set child to root * 2 - precalc -- Locate the first (left) child of the root.
repeat until (child > r)
set childVal to item child of my lst
-- If the child has a sibling with a higher value, use that instead.
if (child < r) then
set child2 to child + 1
set child2Val to item child2 of my lst
if (child2Val > childVal) then
set child to child2
set childVal to child2Val
end if
end if
-- If the value to place in the queue is less than the higher child value, advance
-- the child and prepare to check its children. Otherwise the value will go here.
if (forQueue < childVal) then
set item root of my lst to childVal
set root to child
set child to root * 2 - precalc
else
set child to r + 1 -- exit repeat
end if
end repeat
-- Insert the value to be introduced at the 'root' index reached.
set item root of my lst to forQueue
end siftDown
end script
o's hsrt(l, r)
end heapSort
set aList to {}
repeat 100 times
set end of my aList to random number 4000
end repeat
heapSort(aList, 1, (count aList))
aList
```

The Wikipedia article also mentions the possibility of a ternary heap sort, where each root has three children instead of two. It takes longer to compare three items than two, but ternary heaps allow more and shorter queues, so items don’t need to be moved so often. The overall effect is a slight speed gain. The article claims this is in the order of 12%, but I’m only getting around 3-or-4%. I suspect that the 12% figure is based on the performance of the article’s inefficient “simple variant” pseudocode, which inexplicably swaps the rescued item with each of the rising queue items instead of just holding it in a variable while they move up. A ternary version performing fewer moves would be saving the same number of unnecessary swap processes, so the speed improvement would be more dramatic than with more efficient code.

```
(* Ternary heap sort. *)
on heapSort(theList, l, r) -- Sort items l thru r of theList.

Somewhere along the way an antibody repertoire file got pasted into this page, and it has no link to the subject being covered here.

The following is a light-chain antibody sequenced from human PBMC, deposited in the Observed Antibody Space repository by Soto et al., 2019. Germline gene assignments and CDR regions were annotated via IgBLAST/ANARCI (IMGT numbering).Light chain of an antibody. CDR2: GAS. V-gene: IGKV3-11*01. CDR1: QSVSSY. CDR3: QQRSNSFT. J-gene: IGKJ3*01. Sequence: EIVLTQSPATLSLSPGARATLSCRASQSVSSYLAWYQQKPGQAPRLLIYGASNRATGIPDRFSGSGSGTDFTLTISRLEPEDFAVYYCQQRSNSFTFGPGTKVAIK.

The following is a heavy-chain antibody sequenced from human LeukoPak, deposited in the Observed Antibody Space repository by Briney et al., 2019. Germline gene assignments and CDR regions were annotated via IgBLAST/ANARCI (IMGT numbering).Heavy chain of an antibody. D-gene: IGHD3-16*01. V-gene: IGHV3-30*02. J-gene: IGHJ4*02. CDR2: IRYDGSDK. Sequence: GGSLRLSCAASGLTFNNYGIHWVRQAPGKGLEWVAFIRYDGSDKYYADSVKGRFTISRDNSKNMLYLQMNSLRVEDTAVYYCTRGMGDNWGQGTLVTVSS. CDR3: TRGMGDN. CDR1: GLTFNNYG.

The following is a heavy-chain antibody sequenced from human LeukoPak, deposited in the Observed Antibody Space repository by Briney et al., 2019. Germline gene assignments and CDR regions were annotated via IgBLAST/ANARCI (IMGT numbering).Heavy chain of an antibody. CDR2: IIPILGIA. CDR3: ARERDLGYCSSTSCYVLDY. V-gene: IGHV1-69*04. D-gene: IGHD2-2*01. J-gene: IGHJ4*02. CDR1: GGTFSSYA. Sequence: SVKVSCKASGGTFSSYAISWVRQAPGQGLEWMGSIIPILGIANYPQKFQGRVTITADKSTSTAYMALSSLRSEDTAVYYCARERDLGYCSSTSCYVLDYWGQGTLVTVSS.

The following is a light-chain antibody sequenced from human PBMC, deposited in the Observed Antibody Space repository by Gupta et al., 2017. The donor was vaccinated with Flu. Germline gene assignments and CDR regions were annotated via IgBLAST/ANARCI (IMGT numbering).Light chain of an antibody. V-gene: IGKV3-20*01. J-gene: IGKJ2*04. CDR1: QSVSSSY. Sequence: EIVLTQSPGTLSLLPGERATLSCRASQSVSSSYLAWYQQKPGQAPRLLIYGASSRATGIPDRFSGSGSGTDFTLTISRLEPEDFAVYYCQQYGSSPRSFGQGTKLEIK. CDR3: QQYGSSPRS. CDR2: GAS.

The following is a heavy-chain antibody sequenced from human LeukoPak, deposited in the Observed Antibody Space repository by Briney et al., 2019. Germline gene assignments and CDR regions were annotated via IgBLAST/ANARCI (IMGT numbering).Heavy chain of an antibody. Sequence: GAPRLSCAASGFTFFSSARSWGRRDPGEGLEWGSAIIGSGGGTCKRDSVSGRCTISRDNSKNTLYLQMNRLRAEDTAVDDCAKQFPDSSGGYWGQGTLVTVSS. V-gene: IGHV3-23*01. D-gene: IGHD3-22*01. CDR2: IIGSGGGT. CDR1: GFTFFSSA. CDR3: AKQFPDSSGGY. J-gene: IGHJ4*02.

script o
-- The distance in the list from a root to its first child is proportional to the root's distance from the beginning of the sort range. The formula is l + (root - l) * c + 1, where c is the number of children per root. Rearranging this to precalculate as much of it as possible, we get (root * c) - (l * (c - 1) - 1). c is 3 in a ternary heap, so (l * (c - 1) - 1) = l * 2 - 1. We'll use whatever this is in siftDown().
property precalc : l * 2 - 1
property lst : theList
on hsrt(l, r)
-- Set up the heap. (Comment in Wikipedia pseudocode: "Starting at the index of the
-- last parent node, sift down so that all nodes below that index are in heap order.")
repeat with i from l + (r - l) div 3 to l by -1
siftDown(i, r, item i of my lst)
end repeat
-- The highest value in the sort is now at the top of the heap. (Left of sort range).
-- Move it to the right end of the range after rescuing the last element of the heap from that slot.
set endVal to item r of my lst
set item r of my lst to item l of my lst
-- Successively reduce the sort range, sift down (mixing in the rescued last element),
-- rescue the next last element, and position the next highest value, until done.
repeat with r from (r - 1) to (l + 1) by -1
siftDown(l, r, endVal)
set endVal to item r of my lst
set item r of my lst to item l of my lst
end repeat
-- Put the last rescued end value at the beginning of the range.
set item l of my lst to endVal
end hsrt
-- "Sift down" a queue. Find a place in it for the passed value.
on siftDown(root, r, forQueue) -- Start-of-queue index, end-of-heap index, value to place in queue.
set child to root * 3 - precalc -- Locate the first (left) child of the root.
repeat until (child > r)
set childVal to item child of my lst
-- If the child has sibling(s), use the first of whichever has the highest value.
if (child < r) then
set child2 to child + 1
set child2Val to item child2 of my lst
if (child2Val > childVal) then
set child to child2
set childVal to child2Val
end if
if (child2 < r) then
set child3 to child2 + 1
set child3Val to item child3 of my lst
if (child3Val > childVal) then
set child to child3
set childVal to child3Val
end if
end if
end if
-- If the value to place in the queue is less than the highest child value, advance
-- the child and prepare to check its children. Otherwise the value will go here.
if (forQueue < childVal) then
set item root of my lst to childVal
set root to child
set child to root * 3 - precalc
else
set child to r + 1 -- exit repeat
end if
end repeat
-- Insert the value to be introduced at the 'root' index reached.
set item root of my lst to forQueue
end siftDown
end script
o's hsrt(l, r)
end heapSort
set aList to {}
repeat 100 times
set end of my aList to random number 4000
end repeat
heapSort(aList, 1, (count aList))
aList
```

Edit: Revamped comments in the code.

More recently, corrected the ‘from’ parameter in the first ‘repeat’ statement of the ternary script

13th September 2010: I’ve uploaded new versions of these sorts, as part of a collection, to ScriptBuilders.